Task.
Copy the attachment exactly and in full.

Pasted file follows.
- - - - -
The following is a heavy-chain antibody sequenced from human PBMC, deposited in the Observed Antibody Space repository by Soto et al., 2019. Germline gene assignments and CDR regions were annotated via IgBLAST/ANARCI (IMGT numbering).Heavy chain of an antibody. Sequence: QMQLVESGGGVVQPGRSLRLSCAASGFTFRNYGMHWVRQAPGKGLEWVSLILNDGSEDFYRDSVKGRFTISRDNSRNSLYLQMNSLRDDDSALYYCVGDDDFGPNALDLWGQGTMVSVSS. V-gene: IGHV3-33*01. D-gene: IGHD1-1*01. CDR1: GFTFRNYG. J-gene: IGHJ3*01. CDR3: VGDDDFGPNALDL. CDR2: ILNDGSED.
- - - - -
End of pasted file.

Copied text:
The following is a heavy-chain antibody sequenced from human PBMC, deposited in the Observed Antibody Space repository by Soto et al., 2019. Germline gene assignments and CDR regions were annotated via IgBLAST/ANARCI (IMGT numbering).Heavy chain of an antibody. Sequence: QMQLVESGGGVVQPGRSLRLSCAASGFTFRNYGMHWVRQAPGKGLEWVSLILNDGSEDFYRDSVKGRFTISRDNSRNSLYLQMNSLRDDDSALYYCVGDDDFGPNALDLWGQGTMVSVSS. V-gene: IGHV3-33*01. D-gene: IGHD1-1*01. CDR1: GFTFRNYG. J-gene: IGHJ3*01. CDR3: VGDDDFGPNALDL. CDR2: ILNDGSED.